You’ll also probably have success with talking to local permaculture and biodynamic groups, and also to nurseries who are sensitive to the issues of chemicals and plants. We have some nurseries here now that specialize in what bees love and how to sustain a pollinator-friendly garden and plantings across the warm months of the year. Many areas in the US have a dearth time for bees – here that is often August and sometime mid-June – it is when there aren’t many nectar and pollen bearing flowers that the bees are interested in, when they are not able to bring as much food into their colonies. Your dearth times there will be different. So learning what to plant across the year, especially during the dearth times, is a huge service to the bees.

      And for people who have a little land, it is a wonderful thing to plant cover crops in the summer like clover or buckwheat. These plants have a long blooming season, including during the dearth times here. When the flowers bloom, I can sit in a chair near the blooms in the morning, watching thousands and thousands of winged bees are feasting. It is such a glad-hearted thing to experience. And when cover crops are finished blooming, they can be turned into the soil to enrich it.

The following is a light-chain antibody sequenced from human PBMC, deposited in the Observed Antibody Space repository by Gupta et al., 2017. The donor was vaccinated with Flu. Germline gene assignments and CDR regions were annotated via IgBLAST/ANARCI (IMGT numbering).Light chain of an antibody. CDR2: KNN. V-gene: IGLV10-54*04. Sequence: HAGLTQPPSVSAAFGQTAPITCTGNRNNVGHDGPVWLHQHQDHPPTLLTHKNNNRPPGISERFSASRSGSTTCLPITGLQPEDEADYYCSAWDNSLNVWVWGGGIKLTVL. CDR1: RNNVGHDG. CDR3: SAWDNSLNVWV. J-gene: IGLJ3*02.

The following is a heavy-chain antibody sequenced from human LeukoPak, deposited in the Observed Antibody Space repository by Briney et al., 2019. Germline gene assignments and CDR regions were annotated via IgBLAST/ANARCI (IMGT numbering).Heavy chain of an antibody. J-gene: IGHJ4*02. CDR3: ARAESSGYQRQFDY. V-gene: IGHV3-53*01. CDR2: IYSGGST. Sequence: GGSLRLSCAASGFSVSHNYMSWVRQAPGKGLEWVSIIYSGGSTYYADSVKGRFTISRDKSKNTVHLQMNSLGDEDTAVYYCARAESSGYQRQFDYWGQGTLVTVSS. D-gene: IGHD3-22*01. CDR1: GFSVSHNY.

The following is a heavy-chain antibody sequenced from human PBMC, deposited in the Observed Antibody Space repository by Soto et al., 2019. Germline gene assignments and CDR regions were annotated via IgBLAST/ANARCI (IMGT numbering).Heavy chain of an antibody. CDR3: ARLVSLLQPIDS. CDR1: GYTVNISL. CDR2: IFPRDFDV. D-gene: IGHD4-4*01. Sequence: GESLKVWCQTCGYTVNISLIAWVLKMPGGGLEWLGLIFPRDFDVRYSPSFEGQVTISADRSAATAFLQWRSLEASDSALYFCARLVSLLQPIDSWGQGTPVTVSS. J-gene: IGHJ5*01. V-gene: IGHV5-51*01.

A last thing to think about – when buying plants from nurseries, make sure they are not plants that have neonicotinoids in them – these are systemic insecticides and now very, very common in nursery plants. If you ask a nursery, they should be able to tell you where their non-neonic plants are – buy those plants and support the nurseries that are paying attention to that. The majority of plants sold through home improvement stores here, for instance, are almost all neonic plants through some are trying to change. The problem with neconics is that as systemic insecticides, they are IN the plant (not like Seven Dust, an insecticide dust you sprinkle on plants which is a different kind of nightmare for pollinators). The neonics are expressed through the nectar and pollen in plants which bees harvest — nectar is the carbohydrate and pollen is the protein that bees live on. This ends up in the bodies of the foraging bees that bring the nectar and pollen home, in the food everyone eats, and also is retained in the wax (creating a slow toxic build-up in the brood area, where as many as 20 generations of bees can be born in a year in our area).